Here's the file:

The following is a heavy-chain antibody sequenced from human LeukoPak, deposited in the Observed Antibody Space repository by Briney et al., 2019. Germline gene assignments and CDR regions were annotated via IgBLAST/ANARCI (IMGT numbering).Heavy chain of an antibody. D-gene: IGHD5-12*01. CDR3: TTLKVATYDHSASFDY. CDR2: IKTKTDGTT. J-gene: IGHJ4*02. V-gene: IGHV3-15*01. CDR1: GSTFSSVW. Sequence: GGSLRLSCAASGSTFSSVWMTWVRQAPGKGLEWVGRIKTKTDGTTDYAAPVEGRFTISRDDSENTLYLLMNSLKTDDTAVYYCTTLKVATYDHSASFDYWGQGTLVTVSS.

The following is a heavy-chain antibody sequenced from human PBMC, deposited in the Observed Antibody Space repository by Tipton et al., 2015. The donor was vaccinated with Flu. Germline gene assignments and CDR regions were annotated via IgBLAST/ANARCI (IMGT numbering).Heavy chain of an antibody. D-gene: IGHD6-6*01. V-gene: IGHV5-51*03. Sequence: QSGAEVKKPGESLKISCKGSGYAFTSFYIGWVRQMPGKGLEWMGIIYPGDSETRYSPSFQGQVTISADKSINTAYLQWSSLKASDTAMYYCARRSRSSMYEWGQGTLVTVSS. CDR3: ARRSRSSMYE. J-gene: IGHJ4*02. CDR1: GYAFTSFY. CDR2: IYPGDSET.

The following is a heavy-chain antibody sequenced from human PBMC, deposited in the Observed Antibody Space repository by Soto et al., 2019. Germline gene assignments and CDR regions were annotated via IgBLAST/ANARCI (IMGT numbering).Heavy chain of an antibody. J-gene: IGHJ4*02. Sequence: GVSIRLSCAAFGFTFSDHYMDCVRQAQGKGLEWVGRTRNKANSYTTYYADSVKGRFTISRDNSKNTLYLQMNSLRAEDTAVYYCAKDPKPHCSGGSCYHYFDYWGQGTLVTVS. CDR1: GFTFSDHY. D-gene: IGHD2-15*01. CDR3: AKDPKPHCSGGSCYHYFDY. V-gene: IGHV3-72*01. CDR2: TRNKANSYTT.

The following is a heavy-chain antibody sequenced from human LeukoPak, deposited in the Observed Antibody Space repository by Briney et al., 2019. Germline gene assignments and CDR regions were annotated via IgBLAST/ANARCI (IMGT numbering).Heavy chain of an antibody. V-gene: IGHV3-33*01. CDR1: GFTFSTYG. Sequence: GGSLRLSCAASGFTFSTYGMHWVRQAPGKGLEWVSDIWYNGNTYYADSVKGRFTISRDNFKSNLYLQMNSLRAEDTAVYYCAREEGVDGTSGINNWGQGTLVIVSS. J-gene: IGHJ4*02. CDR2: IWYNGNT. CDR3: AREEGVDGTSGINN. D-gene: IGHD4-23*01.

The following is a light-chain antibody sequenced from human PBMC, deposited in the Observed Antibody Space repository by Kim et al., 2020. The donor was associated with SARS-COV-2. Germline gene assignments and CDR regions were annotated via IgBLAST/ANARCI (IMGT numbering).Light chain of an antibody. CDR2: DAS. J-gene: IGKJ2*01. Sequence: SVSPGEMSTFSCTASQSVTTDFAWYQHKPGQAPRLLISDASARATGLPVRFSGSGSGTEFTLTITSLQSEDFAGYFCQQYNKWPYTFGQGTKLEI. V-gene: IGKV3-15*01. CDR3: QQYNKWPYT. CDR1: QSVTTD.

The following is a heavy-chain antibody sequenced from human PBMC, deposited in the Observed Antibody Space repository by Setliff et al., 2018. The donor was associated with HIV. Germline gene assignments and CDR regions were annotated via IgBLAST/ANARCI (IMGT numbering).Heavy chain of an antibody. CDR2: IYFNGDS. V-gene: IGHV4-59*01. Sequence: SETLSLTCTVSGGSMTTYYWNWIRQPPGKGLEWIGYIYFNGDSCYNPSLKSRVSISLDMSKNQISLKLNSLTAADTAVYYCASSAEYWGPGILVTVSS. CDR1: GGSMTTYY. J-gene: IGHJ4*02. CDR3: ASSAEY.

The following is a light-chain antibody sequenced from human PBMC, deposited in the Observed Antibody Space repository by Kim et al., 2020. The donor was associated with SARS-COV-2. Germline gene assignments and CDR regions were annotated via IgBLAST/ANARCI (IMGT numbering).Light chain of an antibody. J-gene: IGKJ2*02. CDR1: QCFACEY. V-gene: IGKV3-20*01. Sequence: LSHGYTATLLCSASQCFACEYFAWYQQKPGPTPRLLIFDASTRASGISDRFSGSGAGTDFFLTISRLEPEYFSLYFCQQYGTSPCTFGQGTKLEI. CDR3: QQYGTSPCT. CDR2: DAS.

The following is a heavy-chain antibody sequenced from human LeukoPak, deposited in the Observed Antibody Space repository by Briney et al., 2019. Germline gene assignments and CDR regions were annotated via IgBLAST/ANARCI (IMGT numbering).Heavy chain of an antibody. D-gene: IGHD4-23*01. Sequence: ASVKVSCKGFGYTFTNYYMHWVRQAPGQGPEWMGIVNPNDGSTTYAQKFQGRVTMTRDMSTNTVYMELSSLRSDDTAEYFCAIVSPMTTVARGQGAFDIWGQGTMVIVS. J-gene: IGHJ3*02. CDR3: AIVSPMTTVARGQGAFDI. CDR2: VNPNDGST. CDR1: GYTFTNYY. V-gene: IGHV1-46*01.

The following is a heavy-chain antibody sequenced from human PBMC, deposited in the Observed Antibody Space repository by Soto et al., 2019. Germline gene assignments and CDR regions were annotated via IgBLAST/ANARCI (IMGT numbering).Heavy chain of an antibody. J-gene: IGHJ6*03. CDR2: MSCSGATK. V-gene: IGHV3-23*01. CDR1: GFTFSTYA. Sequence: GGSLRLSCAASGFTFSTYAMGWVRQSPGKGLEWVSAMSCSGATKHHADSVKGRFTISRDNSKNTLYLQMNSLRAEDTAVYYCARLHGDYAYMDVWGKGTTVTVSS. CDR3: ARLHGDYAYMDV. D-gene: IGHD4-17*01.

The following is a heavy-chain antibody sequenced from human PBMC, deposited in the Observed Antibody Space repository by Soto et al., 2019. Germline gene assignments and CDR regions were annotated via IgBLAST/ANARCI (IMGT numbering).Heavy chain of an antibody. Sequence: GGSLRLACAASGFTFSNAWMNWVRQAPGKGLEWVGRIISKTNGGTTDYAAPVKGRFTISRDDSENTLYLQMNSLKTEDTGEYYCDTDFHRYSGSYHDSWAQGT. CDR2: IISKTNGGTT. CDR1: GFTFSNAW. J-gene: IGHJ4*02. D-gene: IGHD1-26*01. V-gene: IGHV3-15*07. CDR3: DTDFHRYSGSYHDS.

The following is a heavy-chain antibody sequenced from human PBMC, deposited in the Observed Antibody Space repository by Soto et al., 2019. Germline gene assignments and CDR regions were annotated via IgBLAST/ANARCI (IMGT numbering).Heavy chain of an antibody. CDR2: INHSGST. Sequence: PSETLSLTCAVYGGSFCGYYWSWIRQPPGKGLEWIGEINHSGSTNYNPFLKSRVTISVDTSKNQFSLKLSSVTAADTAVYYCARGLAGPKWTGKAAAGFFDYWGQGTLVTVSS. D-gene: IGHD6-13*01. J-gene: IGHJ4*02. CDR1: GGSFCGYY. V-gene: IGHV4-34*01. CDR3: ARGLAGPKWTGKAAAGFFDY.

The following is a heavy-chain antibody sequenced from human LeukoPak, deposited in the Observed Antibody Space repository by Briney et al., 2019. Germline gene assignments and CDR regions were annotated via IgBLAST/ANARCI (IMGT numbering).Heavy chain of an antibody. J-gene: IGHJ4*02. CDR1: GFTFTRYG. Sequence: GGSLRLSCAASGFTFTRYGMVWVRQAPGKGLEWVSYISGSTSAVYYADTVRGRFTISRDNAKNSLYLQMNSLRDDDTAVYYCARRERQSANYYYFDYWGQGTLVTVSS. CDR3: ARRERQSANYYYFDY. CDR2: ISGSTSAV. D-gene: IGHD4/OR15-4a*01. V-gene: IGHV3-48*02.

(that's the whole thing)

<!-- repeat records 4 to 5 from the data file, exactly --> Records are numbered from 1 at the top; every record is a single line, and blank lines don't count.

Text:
The following is a heavy-chain antibody sequenced from human LeukoPak, deposited in the Observed Antibody Space repository by Briney et al., 2019. Germline gene assignments and CDR regions were annotated via IgBLAST/ANARCI (IMGT numbering).Heavy chain of an antibody. V-gene: IGHV3-33*01. CDR1: GFTFSTYG. Sequence: GGSLRLSCAASGFTFSTYGMHWVRQAPGKGLEWVSDIWYNGNTYYADSVKGRFTISRDNFKSNLYLQMNSLRAEDTAVYYCAREEGVDGTSGINNWGQGTLVIVSS. J-gene: IGHJ4*02. CDR2: IWYNGNT. CDR3: AREEGVDGTSGINN. D-gene: IGHD4-23*01.

The following is a light-chain antibody sequenced from human PBMC, deposited in the Observed Antibody Space repository by Kim et al., 2020. The donor was associated with SARS-COV-2. Germline gene assignments and CDR regions were annotated via IgBLAST/ANARCI (IMGT numbering).Light chain of an antibody. CDR2: DAS. J-gene: IGKJ2*01. Sequence: SVSPGEMSTFSCTASQSVTTDFAWYQHKPGQAPRLLISDASARATGLPVRFSGSGSGTEFTLTITSLQSEDFAGYFCQQYNKWPYTFGQGTKLEI. V-gene: IGKV3-15*01. CDR3: QQYNKWPYT. CDR1: QSVTTD.